Rethinking Gender Egalitarianism

by Harry on February 24, 2007

I’ve been at several of the Real Utopias Conferences that have been organised out of the Havens Center. The latestI attended part time, and, I must admit, not without a certain amount of bad conscience. The topic was Rethinking Gender Egalitarianism, and I was leaving my wife at home much of the weekend with a 4-week-old baby and the girls. So, I missed some of the best bits. It was also odd because I rarely attend a conference where I know almost no-one; and although Johanna Brenner is a very old friend, I knew none of the other out-of-towners except through their work, some of them being people whose work I started reading 2 decades ago. Rosemary Crompton, I’m pretty certain, mistook me for my dad. He should be flattered.

Nevertheless it was, in some ways, the best conference yet. Everyone was nicely on task, and although debate got quite excitable it was always good-natured. The lead document, by Janet Gornick and Marcia Meyers, authors of Families that Work: Policies for Reconciling Parenthood and Employmenr, argues for a mix of improved daycare provision, labour market regulation and parental leave at generous replacement rates; and the argument is that this will improve the quality of family life and increase gender equality. The proposal is less utopian and more real than some of the real utopian proposals (perhaps less utopian than I would have preferred) but I think that may have been an unavoidable feature of the subject matter; get too far away from what is feasible in the short-to-medium term and it is hard to say much that is supportable.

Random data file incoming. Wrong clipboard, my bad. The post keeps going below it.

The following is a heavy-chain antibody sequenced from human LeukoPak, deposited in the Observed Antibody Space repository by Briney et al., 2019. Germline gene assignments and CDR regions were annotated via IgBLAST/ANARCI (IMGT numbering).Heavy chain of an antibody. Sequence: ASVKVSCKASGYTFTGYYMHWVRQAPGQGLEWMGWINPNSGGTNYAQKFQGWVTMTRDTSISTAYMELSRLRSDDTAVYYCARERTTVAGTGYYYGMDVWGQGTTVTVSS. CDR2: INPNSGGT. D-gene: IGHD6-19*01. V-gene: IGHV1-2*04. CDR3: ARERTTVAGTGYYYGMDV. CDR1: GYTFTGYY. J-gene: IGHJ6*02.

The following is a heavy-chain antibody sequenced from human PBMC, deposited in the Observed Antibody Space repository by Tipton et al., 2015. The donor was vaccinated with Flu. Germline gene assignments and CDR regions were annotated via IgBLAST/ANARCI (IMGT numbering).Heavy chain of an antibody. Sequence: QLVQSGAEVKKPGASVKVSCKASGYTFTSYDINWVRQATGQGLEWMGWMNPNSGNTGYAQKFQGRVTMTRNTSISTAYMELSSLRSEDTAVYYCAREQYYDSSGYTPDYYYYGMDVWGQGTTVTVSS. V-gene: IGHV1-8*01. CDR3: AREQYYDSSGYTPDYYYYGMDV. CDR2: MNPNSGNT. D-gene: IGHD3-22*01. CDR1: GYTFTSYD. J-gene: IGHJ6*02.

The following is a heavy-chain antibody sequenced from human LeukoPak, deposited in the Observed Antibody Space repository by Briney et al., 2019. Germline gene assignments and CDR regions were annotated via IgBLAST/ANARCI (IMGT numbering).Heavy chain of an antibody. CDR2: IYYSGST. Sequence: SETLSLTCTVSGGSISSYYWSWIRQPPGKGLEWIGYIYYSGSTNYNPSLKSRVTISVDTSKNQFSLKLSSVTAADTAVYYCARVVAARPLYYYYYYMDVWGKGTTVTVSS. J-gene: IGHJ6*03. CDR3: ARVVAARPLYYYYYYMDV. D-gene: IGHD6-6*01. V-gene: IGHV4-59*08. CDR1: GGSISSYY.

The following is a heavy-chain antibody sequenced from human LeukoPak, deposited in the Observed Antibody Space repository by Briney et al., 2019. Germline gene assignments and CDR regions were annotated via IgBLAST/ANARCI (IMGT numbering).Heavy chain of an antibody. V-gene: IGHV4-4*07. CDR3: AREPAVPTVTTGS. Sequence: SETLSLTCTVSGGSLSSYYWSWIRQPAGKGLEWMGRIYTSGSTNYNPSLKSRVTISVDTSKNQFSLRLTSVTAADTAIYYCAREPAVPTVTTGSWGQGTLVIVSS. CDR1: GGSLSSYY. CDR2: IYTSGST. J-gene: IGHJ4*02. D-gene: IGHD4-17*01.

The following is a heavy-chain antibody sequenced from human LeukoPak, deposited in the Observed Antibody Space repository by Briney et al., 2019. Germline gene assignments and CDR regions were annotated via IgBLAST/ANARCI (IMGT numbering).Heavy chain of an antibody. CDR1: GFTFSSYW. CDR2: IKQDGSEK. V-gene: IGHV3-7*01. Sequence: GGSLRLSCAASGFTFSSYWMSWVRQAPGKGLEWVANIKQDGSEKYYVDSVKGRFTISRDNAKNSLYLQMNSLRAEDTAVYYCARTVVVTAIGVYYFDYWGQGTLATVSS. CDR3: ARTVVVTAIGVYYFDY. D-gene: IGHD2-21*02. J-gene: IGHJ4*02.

The papers are all here.

I might say more about the individual papers on another occasion. But I have some more general observation about divisions in the conference. First, while everyone is in favour of subsidised and high-quality childcare, there was a major division between people who supported highly subsidised parental leave, and those who not only didn’t support it, but opposed it, on the grounds that, however you figure it, women are going to take it more than men, and it will therefore be a barrier to gender equality in the labor force. A second division (not completely aligned with the first) was between different attitudes to caring for very young children. At one extreme were people (like me) who see it as a major source of fulfillment, which engages some of the most important human capacities; at the other end were those who saw it as a chore which pretty much anyone can perform (I am not caricaturing). I did wonder at one point (not entirely flippantly, and not outloud) whether this division correlated with that between those of us who have had the experience of caring for young children with disposable diapers and those who had to use cloth diapers. The final division concerned the level of optimism about men. Some expect men to continue to avoid domestic, including childrearing, labour like the plague; while others (myself included, despite the fact that I felt like a complete hypocrite) are optimistic that men can come to be something close to equal participants in childrearing.